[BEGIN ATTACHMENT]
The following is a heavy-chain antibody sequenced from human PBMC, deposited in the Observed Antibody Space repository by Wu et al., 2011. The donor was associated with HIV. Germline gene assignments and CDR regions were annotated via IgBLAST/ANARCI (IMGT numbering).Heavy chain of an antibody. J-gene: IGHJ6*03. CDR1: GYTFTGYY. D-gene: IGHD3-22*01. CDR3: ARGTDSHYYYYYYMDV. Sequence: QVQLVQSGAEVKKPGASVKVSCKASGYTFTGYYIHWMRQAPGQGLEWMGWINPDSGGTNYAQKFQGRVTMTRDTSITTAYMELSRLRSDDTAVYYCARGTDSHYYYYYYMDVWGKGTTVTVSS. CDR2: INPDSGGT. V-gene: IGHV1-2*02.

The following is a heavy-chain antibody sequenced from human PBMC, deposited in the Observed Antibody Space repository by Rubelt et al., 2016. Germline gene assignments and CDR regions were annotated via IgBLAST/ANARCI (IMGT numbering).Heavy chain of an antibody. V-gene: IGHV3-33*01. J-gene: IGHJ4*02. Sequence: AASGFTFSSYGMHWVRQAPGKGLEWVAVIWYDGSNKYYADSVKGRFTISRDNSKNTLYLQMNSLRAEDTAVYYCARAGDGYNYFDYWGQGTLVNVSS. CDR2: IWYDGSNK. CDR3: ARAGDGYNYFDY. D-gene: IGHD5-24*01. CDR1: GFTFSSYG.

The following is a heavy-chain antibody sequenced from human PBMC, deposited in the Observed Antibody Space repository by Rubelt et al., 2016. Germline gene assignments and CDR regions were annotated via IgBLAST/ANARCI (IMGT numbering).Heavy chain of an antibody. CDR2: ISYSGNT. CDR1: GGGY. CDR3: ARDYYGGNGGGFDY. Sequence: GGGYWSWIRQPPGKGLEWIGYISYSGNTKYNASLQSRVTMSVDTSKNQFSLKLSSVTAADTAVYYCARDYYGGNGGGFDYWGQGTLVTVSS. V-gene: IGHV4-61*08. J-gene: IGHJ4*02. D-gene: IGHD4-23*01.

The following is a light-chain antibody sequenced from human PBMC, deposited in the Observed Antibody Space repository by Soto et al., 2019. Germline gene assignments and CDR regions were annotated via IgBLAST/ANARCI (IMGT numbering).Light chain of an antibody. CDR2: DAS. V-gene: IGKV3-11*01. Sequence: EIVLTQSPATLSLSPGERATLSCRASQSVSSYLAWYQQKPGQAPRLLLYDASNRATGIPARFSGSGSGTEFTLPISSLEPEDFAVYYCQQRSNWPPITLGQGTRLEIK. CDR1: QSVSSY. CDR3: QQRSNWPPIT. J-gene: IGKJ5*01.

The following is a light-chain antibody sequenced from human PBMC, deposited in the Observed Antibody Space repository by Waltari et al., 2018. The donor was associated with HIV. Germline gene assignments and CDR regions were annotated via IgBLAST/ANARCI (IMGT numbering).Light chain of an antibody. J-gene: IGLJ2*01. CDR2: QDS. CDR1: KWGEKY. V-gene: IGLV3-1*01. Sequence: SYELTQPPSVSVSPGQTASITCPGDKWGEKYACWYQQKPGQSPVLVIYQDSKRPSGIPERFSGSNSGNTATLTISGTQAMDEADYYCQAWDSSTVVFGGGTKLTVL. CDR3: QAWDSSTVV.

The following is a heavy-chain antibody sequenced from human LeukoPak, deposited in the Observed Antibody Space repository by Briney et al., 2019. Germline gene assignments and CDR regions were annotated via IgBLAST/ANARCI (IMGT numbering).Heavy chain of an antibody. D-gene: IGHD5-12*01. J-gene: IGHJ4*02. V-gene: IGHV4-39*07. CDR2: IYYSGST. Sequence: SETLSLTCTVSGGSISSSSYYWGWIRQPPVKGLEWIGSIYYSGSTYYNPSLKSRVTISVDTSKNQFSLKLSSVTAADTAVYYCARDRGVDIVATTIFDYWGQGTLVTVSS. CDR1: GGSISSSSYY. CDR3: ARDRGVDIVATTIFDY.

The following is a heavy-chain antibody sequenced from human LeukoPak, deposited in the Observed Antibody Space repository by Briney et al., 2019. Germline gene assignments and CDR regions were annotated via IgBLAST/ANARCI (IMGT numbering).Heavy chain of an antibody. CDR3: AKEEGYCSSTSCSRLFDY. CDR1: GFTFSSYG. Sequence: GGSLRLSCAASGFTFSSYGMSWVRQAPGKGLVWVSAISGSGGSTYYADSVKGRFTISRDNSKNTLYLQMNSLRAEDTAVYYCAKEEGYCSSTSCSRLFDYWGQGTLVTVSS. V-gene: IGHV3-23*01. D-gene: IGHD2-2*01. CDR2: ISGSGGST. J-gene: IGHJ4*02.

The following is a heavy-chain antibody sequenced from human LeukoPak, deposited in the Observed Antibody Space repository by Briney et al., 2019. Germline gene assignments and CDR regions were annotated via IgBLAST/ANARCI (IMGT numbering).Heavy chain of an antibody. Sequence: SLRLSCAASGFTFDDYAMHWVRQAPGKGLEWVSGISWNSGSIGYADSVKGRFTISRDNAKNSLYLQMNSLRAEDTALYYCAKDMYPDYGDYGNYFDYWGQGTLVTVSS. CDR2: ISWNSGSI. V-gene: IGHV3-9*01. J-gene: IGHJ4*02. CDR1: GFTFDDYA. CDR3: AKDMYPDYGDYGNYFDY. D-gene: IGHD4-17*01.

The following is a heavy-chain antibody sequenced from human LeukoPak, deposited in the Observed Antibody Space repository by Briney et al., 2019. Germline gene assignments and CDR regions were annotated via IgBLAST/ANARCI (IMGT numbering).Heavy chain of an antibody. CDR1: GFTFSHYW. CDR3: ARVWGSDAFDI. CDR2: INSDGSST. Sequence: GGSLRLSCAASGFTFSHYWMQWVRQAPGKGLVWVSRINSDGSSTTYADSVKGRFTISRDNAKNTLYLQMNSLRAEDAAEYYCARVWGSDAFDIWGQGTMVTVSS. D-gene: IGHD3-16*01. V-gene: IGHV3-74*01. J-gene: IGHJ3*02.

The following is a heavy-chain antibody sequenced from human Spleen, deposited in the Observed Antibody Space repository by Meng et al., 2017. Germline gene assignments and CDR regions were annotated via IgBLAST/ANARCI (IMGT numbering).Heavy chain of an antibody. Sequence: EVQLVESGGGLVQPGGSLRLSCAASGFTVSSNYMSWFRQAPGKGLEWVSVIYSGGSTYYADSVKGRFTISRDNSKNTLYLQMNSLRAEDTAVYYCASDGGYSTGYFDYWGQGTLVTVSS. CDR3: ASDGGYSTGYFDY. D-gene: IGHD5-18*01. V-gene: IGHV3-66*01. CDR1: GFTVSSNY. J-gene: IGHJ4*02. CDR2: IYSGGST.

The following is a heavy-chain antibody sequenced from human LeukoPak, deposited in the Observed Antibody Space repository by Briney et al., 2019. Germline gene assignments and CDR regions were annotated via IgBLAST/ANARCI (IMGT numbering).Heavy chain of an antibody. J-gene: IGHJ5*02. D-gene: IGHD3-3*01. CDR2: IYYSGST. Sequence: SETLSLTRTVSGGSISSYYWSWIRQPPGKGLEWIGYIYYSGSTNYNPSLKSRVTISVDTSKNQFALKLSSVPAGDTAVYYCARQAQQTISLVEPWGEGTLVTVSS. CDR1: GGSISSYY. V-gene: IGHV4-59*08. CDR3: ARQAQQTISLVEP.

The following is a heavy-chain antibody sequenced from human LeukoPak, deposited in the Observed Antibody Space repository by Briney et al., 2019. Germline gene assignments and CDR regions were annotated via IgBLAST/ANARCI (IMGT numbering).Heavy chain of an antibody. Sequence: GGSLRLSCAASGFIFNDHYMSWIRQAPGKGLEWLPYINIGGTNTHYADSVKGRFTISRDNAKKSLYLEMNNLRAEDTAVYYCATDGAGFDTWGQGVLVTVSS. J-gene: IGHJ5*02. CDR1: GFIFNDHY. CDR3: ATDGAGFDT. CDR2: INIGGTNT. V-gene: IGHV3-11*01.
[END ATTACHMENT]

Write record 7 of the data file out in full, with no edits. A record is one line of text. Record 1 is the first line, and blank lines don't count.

The following is a heavy-chain antibody sequenced from human LeukoPak, deposited in the Observed Antibody Space repository by Briney et al., 2019. Germline gene assignments and CDR regions were annotated via IgBLAST/ANARCI (IMGT numbering).Heavy chain of an antibody. CDR3: AKEEGYCSSTSCSRLFDY. CDR1: GFTFSSYG. Sequence: GGSLRLSCAASGFTFSSYGMSWVRQAPGKGLVWVSAISGSGGSTYYADSVKGRFTISRDNSKNTLYLQMNSLRAEDTAVYYCAKEEGYCSSTSCSRLFDYWGQGTLVTVSS. V-gene: IGHV3-23*01. D-gene: IGHD2-2*01. CDR2: ISGSGGST. J-gene: IGHJ4*02.